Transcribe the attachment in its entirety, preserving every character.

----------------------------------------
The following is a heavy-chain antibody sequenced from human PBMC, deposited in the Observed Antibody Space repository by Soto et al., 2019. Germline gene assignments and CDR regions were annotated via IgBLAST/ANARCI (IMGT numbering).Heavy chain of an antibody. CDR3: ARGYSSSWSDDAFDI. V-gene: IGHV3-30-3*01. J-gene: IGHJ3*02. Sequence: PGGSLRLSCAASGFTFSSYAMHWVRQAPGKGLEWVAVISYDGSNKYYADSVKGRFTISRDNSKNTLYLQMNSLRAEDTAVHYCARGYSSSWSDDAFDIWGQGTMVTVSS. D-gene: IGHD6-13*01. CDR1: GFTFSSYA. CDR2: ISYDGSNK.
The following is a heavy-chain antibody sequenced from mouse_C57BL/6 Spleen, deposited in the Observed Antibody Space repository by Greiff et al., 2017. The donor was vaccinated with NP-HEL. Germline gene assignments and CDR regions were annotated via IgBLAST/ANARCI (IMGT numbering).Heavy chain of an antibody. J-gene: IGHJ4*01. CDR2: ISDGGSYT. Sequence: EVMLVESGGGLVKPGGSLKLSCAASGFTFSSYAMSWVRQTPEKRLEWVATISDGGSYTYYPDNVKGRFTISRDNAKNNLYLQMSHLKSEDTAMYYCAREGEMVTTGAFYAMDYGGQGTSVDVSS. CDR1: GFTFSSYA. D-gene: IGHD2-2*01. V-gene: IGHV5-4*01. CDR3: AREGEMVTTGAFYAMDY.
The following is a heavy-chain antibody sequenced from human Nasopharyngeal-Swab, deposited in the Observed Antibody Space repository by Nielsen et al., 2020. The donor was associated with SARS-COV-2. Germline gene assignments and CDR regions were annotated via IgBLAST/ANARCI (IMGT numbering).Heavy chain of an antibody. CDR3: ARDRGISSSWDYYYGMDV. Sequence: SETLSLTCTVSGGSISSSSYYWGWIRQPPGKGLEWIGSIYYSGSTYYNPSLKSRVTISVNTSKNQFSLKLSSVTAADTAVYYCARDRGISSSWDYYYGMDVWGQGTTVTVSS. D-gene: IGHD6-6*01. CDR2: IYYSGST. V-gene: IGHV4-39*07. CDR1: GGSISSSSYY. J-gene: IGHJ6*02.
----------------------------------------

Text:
The following is a heavy-chain antibody sequenced from human PBMC, deposited in the Observed Antibody Space repository by Soto et al., 2019. Germline gene assignments and CDR regions were annotated via IgBLAST/ANARCI (IMGT numbering).Heavy chain of an antibody. CDR3: ARGYSSSWSDDAFDI. V-gene: IGHV3-30-3*01. J-gene: IGHJ3*02. Sequence: PGGSLRLSCAASGFTFSSYAMHWVRQAPGKGLEWVAVISYDGSNKYYADSVKGRFTISRDNSKNTLYLQMNSLRAEDTAVHYCARGYSSSWSDDAFDIWGQGTMVTVSS. D-gene: IGHD6-13*01. CDR1: GFTFSSYA. CDR2: ISYDGSNK.
The following is a heavy-chain antibody sequenced from mouse_C57BL/6 Spleen, deposited in the Observed Antibody Space repository by Greiff et al., 2017. The donor was vaccinated with NP-HEL. Germline gene assignments and CDR regions were annotated via IgBLAST/ANARCI (IMGT numbering).Heavy chain of an antibody. J-gene: IGHJ4*01. CDR2: ISDGGSYT. Sequence: EVMLVESGGGLVKPGGSLKLSCAASGFTFSSYAMSWVRQTPEKRLEWVATISDGGSYTYYPDNVKGRFTISRDNAKNNLYLQMSHLKSEDTAMYYCAREGEMVTTGAFYAMDYGGQGTSVDVSS. CDR1: GFTFSSYA. D-gene: IGHD2-2*01. V-gene: IGHV5-4*01. CDR3: AREGEMVTTGAFYAMDY.
The following is a heavy-chain antibody sequenced from human Nasopharyngeal-Swab, deposited in the Observed Antibody Space repository by Nielsen et al., 2020. The donor was associated with SARS-COV-2. Germline gene assignments and CDR regions were annotated via IgBLAST/ANARCI (IMGT numbering).Heavy chain of an antibody. CDR3: ARDRGISSSWDYYYGMDV. Sequence: SETLSLTCTVSGGSISSSSYYWGWIRQPPGKGLEWIGSIYYSGSTYYNPSLKSRVTISVNTSKNQFSLKLSSVTAADTAVYYCARDRGISSSWDYYYGMDVWGQGTTVTVSS. D-gene: IGHD6-6*01. CDR2: IYYSGST. V-gene: IGHV4-39*07. CDR1: GGSISSSSYY. J-gene: IGHJ6*02.